Sweepstakes Winner: Armageddon.

Dante’s Peak (1997) / Volcano (1997)

Premise: A volcano is about to erupt threatening all those who live nearby.

Overview: Look out, Captain…it’s gonna blow!? In Dante’s Peak, Pierce Brosnan tries something different than James Bond, playing a volcanologist trying to get a South American town evacuated. And in Volcano, Tommy Lee Jones, a hyperactive emergency medical specialist, tries to warn the officials and constituents of L.A. that a big volcano could topple the city.

Critical and Box-Office Consensus: Neither did great in the theaters. Dante’s Peak peaked at $70 million on a budget over $100 million, while Volcano took in $45 million with a budget of $90 million. Volcano received better reviews than Dante’s Peak overall, which is like saying Earthquake was a more critically favored disaster film than Rollercoaster.

Sweepstakes Winner: Volcano by a bar of Lava.

The Abyss (1989) / Leviathan (1989) / Deepstar Six (1989)

Premise: Scientists encounter horror and mystery as they carry out underwater explorations.

Overview: James Cameron’s expensive, dangerous-to-film The Abyss was shot under a veil of secrecy, but the word that it involved lots of water and something spooky was enough to inspire George P. Cosmatos’ lower-budgeted Leviathan, starring Peter Weller and Amanda Pays, and the even lower-budgeted Deepstar Six from Friday The 13th auteur Sean S. Cunningham, with Greg Evigan and Nia Peeples. Cameron definitely took the metaphysical route with his journey, but the other two were H2O-infused horror movies.

Critical and Box-Office Consensus: The Abyss received mostly positive reviews, which pointed out that it was a thinking man’s popcorn movie. The two copy-cats didn’t fare well, getting glubbed by critics. Still, The Abyss cost nearly $70 million to produce, and brought in just about $30 million, a major disappointment to Cameron and the studio. (Eight years later, Fox was understandably nervous about letting the director go back in the water with a big budget for Titanic. We’re sure they got over it.) In reality, Leviathan and Deepstar Six may have been more financially successful (or less financially disastrous) because of their cheaper costs.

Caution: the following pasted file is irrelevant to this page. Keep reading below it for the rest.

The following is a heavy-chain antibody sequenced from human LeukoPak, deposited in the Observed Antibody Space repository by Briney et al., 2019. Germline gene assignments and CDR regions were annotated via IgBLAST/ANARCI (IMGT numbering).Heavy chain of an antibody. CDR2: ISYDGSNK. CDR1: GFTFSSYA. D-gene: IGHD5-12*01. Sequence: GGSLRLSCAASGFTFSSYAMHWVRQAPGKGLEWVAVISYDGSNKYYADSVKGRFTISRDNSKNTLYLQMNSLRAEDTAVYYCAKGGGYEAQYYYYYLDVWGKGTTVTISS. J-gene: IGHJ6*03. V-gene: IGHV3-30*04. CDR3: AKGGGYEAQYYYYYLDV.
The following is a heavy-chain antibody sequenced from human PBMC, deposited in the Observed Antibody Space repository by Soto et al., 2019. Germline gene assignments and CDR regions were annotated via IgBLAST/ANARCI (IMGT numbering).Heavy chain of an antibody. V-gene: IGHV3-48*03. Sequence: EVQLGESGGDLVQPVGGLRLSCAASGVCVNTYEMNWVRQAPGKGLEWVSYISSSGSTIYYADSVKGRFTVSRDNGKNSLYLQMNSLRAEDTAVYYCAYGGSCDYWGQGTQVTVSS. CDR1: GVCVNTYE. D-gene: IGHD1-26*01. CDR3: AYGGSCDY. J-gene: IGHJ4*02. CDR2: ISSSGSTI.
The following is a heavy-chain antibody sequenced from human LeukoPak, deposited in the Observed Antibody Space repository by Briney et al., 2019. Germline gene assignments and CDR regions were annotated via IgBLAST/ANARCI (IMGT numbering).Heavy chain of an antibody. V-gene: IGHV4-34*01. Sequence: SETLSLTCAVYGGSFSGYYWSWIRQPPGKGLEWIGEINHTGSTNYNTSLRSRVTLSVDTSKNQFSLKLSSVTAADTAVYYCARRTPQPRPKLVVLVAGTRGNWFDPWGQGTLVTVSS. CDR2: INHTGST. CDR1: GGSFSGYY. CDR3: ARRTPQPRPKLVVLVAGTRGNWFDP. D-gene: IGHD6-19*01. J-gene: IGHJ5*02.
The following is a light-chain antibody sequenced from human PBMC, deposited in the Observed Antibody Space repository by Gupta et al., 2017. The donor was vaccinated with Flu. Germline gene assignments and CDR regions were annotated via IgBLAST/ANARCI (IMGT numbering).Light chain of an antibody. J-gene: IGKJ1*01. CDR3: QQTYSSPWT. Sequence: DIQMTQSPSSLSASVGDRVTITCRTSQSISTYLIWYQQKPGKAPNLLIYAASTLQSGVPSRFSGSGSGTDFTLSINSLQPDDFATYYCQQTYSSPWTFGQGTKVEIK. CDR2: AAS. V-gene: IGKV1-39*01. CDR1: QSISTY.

Sweepstakes Winner: The Abyss, due to its ambitiousness.

The Truman Show (1998) / EdTV (1999)

Premise: A man has his life filmed for TV cameras, making him famous.

Overview: Peter Weir’s The Truman Show features Jim Carrey’s breakout performance in a semi-serious role, playing Truman Burbank, a carefree insurance salesman who has no idea his life has been scripted and chronicled on TV 24/7 since he was an infant. And in Ron Howard’s EdTV, video store clerk Matthew McConaughey gets similar TV treatment when he’s chosen to be the focus of a reality show, but in this comedy, he’s aware of the coverage.

Critical and Box-Office Consensus: The Truman Show received mostly rave reviews and was nominated for three Academy Awards, although Carrey didn’t get his much-discussed nomination. EdTV received mostly positive reviews, but coming out eight months after the acclaimed, more cerebral Truman didn’t help. The Truman Show took in $125 million, while EdTV welcomed just $23 million in box-office receipts.

Sweepstakes Winner: The Truman Show. A lot of people got Carrey-ed away with it.

Check out more cinematic combats in our next installment.